CHICAGO (Reuters) - U.S. officials pressed China on issues related to poultry, beef and biotechnology in recent trade talks, a U.S. Department of Agriculture under secretary said on Tuesday, highlighting some of Washington’s priorities in the negotiations.
The United States and China have threatened tit-for-tat tariffs on goods worth up to $150 billion each as part of the conflict, in which U.S. President Donald Trump seeks to close the $335 billion annual U.S. goods and services trade deficit with China.
For agricultural products, the United States focused on policy and regulatory issues in the talks, including “access for poultry, languishing biotechnology trait approvals” and other topics, said Ted McKinney, USDA under secretary for trade and foreign agricultural affairs, on a conference call with reporters.
McKinney was part of the U.S. delegation at the talks in Beijing, which ended on June 3. The delegation also included Gregg Doud, the United States Trade Representative’s chief agricultural negotiator, and other officials.
Sources previously told Reuters the United States was pushing China to drop a ban on U.S. poultry imports and that the USDA was seeking better access for genetically modified crops into China.
Another issue discussed was “the 100-day plan and some of the things that have not been finished there, like the beef protocol,” McKinney said. He did not elaborate further.
In May 2017, China agreed to expand trade in U.S. beef as part of 100 days of trade talks.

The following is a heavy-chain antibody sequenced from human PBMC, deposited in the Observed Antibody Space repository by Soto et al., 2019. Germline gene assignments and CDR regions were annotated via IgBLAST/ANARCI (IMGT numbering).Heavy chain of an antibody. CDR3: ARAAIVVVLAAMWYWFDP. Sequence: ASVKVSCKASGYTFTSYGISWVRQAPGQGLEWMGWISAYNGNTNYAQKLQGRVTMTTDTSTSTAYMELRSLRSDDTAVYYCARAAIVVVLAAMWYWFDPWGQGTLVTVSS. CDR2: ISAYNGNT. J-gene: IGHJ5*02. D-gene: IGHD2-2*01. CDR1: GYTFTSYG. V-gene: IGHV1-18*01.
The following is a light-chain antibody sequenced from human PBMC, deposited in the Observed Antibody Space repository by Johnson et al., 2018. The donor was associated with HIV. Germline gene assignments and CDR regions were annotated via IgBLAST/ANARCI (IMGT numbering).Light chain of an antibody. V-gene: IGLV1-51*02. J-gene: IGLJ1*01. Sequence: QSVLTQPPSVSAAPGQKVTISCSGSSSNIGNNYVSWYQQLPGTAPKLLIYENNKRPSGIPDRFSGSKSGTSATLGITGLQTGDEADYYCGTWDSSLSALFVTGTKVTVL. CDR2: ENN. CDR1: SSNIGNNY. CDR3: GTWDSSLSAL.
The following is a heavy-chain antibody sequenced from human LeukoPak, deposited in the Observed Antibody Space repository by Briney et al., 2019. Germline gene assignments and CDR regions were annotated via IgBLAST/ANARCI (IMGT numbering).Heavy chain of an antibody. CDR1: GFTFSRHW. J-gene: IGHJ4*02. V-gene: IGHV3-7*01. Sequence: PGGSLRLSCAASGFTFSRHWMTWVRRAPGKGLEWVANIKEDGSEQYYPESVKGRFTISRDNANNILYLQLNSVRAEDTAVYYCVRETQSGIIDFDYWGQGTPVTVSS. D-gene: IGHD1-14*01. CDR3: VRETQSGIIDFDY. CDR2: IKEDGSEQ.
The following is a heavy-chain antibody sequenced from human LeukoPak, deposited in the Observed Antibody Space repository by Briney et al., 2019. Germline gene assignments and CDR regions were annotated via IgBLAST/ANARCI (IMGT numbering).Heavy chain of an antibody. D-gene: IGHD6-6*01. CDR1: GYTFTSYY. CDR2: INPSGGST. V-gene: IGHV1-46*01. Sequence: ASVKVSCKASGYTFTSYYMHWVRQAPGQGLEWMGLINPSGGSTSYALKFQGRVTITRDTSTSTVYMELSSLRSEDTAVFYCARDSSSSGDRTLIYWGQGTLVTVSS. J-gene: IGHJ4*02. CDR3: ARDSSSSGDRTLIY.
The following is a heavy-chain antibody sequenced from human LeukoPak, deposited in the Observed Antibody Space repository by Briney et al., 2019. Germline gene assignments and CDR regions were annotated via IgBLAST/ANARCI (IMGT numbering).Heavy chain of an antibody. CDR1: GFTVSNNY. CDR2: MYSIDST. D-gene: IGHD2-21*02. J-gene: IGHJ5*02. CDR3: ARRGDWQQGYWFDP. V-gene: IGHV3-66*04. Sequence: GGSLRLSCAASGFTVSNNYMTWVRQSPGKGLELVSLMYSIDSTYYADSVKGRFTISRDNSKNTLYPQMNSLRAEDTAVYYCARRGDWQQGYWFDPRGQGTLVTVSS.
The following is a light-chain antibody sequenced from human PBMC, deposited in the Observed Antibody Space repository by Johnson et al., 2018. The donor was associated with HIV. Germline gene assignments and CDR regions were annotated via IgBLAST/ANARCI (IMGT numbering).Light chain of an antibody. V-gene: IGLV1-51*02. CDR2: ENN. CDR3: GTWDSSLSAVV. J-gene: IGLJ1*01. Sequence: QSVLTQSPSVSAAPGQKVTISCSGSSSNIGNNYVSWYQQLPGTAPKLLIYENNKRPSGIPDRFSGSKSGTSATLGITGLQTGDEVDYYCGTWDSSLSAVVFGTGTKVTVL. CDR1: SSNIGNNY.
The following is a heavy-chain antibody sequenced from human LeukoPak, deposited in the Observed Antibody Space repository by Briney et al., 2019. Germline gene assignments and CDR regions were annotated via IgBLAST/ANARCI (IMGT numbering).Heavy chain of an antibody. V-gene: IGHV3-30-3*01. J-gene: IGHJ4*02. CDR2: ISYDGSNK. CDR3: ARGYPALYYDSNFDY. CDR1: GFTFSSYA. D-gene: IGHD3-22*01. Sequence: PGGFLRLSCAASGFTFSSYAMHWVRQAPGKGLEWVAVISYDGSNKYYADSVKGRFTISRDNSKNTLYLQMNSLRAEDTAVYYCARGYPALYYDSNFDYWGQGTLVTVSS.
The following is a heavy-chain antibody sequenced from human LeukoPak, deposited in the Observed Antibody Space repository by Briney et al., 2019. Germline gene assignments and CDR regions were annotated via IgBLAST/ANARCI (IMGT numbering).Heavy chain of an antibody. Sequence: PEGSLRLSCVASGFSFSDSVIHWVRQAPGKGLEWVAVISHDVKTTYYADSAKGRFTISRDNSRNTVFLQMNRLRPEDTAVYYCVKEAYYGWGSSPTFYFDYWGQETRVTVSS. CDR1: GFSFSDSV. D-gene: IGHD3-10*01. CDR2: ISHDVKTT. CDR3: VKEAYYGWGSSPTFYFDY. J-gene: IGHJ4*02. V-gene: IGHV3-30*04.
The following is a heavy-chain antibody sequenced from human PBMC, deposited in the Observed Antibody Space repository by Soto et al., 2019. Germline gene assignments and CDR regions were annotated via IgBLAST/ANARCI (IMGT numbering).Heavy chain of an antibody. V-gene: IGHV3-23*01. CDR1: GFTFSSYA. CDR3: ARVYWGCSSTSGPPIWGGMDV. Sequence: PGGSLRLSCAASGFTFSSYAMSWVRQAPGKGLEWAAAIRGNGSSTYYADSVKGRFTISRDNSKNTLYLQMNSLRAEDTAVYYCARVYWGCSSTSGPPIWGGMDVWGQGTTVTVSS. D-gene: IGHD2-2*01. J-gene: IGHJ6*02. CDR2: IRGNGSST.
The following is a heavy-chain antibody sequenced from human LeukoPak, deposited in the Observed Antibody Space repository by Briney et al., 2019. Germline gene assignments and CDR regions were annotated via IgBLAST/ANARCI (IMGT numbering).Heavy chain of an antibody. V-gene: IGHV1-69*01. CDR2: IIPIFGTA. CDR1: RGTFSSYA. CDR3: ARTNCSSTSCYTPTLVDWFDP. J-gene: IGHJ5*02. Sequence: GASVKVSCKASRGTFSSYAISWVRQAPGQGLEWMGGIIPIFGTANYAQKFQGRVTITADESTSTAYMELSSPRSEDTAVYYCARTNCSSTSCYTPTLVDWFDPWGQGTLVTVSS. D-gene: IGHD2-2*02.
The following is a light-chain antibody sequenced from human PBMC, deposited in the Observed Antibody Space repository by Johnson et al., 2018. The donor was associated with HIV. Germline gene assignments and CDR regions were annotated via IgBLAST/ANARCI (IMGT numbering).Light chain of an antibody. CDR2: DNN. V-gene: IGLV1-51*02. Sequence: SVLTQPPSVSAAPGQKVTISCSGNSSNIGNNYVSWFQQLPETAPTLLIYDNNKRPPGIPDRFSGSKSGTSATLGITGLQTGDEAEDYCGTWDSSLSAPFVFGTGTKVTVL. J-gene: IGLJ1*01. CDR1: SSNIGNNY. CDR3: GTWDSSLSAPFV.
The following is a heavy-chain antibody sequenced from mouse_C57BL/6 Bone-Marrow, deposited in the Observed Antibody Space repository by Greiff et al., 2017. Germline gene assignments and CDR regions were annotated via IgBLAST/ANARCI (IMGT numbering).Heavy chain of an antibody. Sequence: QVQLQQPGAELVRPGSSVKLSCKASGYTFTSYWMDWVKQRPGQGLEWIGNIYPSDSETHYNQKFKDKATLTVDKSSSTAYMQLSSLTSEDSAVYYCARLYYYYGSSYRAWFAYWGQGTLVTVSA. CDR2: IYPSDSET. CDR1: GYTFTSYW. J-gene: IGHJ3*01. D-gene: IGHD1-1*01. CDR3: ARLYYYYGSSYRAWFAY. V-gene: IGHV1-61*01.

“They of course were very focused on numbers,” McKinney said of Chinese officials at the Beijing talks.
“We countered by saying we’re not talking numbers until we talk through a lot of the policy and regulatory issues that frankly we saw as necessary to discuss to get at any numbers that either country might have pursued.”
McKinney said he wants to hold more trade talks with China. The country is the world’s top importer of soybeans and a major buyer of other agricultural goods, such as the livestock feed sorghum.
“I don’t think that we got everything we wanted, but I think this is a continuation,” McKinney said.
Doud, speaking at an agricultural event in Iowa last week, also said negotiations with China had a way to go.
“You think you agree upon something,” he told a gathering of pork producers. “Then you get on an airplane and suddenly it just kind of vanishes into thin air.”
Reporting by Tom Polansek; Editing by Chris Reese